Are your hard-earned dollars going out with the trash or getting lost in the compost pile? Nationwide, restaurants throw away millions of pounds of food each day. Four to 10 percent of food purchased by a restaurant or foodservice operation is discarded before ever reaching a guest, according to LeanPath, a Portland, Ore.-based Conserve sponsor that specializes in food waste prevention. By keeping tabs on and reducing waste, you can cut food costs and increase profits.
Today’s restaurants are placing increased attention on food waste management to rein in costs. The topic even ranked among the top food trends for 2016, according to the National Restaurant Association’s annual "What's Hot" chefs' survey.
The first step in reducing food waste is measuring and tracking what’s being thrown away, says Andrew Shakman, CEO of LeanPath, which offers automated food waste monitoring systems. The company’s clients typically slash their waste in half, cutting their food cost purchases 2 to 6 percent, according to Shakman.
“Measurement brings awareness and drives change,” he says.
Record why each item is trashed — prep waste, cooking errors — so you can identify problem areas and training gaps. After more than 10 years of helping restaurants reduce waste, Shakman has found that most pre-consumer food waste is due to four factors. Here, he offers insight to conquer these problems:
Overproduction. Striving to prepare for variable crowds, restaurants often end up prepping and cooking more than needed and then trashing the leftovers. To prevent overproduction, Shakman recommends reviewing your forecasting process scaling your recipes for the demand. Factor in the weather, the day of the week and your sales during similar types of prior events. Note which menu items sell better under various conditions and use the information to guide your planning. “Make sure that your team is producing to the plan you established,” Shakman says. Select packaging sizes that make sense for your output. You’ll get a better unit price for a bigger package, but those savings will be wasted if you discard a large portion of the product.
Expiration. To match demand as closely as possible and, in turn, lessen food expiration, consider whipping up smaller batches. “Resist the temptation to produce to calm nerves; produce in small batches,” Shakman advises. Find ways to incorporate leftovers into a future dish, always keeping food safety in mind. Only use items that have not been exposed to customers and that can be chilled and stored safely. The National Restaurant Association’s ServSafe program can help train your team regarding how to safely hold, store and reheat leftovers.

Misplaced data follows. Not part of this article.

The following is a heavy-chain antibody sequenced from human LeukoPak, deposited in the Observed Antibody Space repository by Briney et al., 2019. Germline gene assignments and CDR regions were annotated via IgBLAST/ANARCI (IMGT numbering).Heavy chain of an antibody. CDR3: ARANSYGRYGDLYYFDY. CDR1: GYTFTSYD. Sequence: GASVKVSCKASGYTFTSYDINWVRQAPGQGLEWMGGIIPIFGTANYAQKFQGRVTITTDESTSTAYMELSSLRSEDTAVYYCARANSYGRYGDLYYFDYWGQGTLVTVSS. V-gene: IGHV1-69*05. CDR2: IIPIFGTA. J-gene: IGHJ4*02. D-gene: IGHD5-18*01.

Spoilage. Watch out for ingredients spoiling before you have a chance to utilize them. Train staff on the first-in, first-out (FIFO) storage method. Store new items behind those already in stock to help ensure that you use the older products first. Also review your receiving procedures. “Check deliveries to make sure items are in the right condition when they arrive,” Shakman says. Promptly store items in the correct conditions.
Trimming. Confirm your team isn’t trimming more than needed from produce and meats. Explore whether you can incorporate any necessary trimmings into other recipes like soups and salads. Creative chefs have transformed leftover Swiss chard stems and torn-off carrot tops into culinary delights. If your menu doesn’t fit this approach, consider whether precut items are more affordable when you take into account your actual yield and your labor costs, says Shakman.
If you still have excess usable food after taking steps to reduce waste, consider donating it to the hungry. The National Restaurant Association’s Conserve program offers tips on how to safely donate food to those in need.
For additional best practices pertaining to food waste, consult the Food Waste Reduction Alliance toolkit, a joint project by the National Restaurant Association, Food Marketing Institute and Grocery Manufacturers Association.